At about 60 feet in length, Leviathan adults were probably free from predation themselves, and it is believed that they preyed upon medium-sized baleen whales, and would have been in competition with the giant shark Megalodon. Along with Megalodon, Leviathan probably had a profound impact on the structuring of Miocene marine communities and food webs. Other Miocene hotspots worldwide indicate that raptorial sperm whales occupied a top predator position in various marine regions during the Miocene, a role now mostly taken by the killer whale.

The extinction of both Leviathan and Megalodon is one of scienceʼs great mysteries. “Clearly they were feeding on the same kind of prey, so they could have suffered the same problems,” says Lambert. Although more is known about Megalodon through an extensive fossil record, Leviathan is still so new that scientists can only begin to hypothesize about itʼs life and demise. “It is possible that such an animal went extinct with a decrease in the diversity of baleen whales in the Late Miocene, and we think that could have played a role in the extinction of this large predator,” says Lambert. “There was a major cooling in the oceans during the Late Miocene, and this other parameter could have also played a role in the extinction of such an animal.”

Much about the oceanʼs past can only be speculated, as clues are still needed in order to tell a more complete story. The parts of earthʼs history that are known come from data collected by scientists. By looking at benthic oxygen isotopes and the magnesium to calcium ratio in foraminifera, scientists have discovered that the Late Miocene experienced a dramatic temperature drop, an increase in ice volume, and rapid sea level changes. All of these factors could have contributed to the extinction of the two great predators of the Miocene oceans, by limiting the availability of food and suitable habitat. The relatively high foraminiferal values in the Miocene are also at least partially associated with higher open ocean productivity. This widespread increase in marine productivity has been dubbed the ʻbiogenic bloomʼ, and implies a change in global nutrient cycling. Analyses of Miocene deep sea cores reveal major paleo- oceanographic changes affecting the biological productivity in the ocean. Maps created from these analyses revealed that four main episodes in the evolution of ocean circulation and paleoproductivity led to the establishment of present-day high productivity areas.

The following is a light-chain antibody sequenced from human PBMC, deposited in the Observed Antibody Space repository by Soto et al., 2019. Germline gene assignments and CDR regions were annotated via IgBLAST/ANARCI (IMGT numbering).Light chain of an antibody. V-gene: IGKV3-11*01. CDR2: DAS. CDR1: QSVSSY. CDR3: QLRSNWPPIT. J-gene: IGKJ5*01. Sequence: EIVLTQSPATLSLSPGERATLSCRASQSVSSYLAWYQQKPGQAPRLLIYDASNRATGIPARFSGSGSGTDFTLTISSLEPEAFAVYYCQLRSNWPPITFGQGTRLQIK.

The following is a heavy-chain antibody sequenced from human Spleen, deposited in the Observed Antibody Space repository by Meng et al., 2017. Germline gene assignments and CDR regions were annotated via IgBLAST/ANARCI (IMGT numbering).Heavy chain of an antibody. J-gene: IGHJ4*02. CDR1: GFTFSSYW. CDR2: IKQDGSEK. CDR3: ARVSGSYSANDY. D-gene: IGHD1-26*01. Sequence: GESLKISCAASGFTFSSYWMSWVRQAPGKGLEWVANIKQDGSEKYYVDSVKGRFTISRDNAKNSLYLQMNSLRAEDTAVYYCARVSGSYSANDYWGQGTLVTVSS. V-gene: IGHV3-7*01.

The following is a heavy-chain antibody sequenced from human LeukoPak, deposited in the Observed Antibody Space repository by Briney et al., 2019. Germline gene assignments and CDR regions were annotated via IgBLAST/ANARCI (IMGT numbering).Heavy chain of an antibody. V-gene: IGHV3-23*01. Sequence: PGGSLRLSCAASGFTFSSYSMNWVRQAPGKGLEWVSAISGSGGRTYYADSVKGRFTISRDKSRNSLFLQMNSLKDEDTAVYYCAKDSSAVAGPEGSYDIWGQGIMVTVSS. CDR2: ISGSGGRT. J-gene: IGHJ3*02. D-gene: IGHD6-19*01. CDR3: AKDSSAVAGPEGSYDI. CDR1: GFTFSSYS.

These events from long ago not only helped shape Earth today, but also provide insight into Earthʼs present, and future climate. By looking at the geologic record, scientists can try to figure out the causes and effects of what occurred, which provides a better understanding of how the same processes are working today and how they will work in the future.

ResearchBlogging.orgLambert, O., Bianucci, G., Post, K., de Muizon, C., Salas-Gismondi, R., Urbina, M., & Reumer, J. (2010). The giant bite of a new raptorial sperm whale from the Miocene epoch of Peru Nature, 466 (7302), 105-108 DOI: 10.1038/nature09067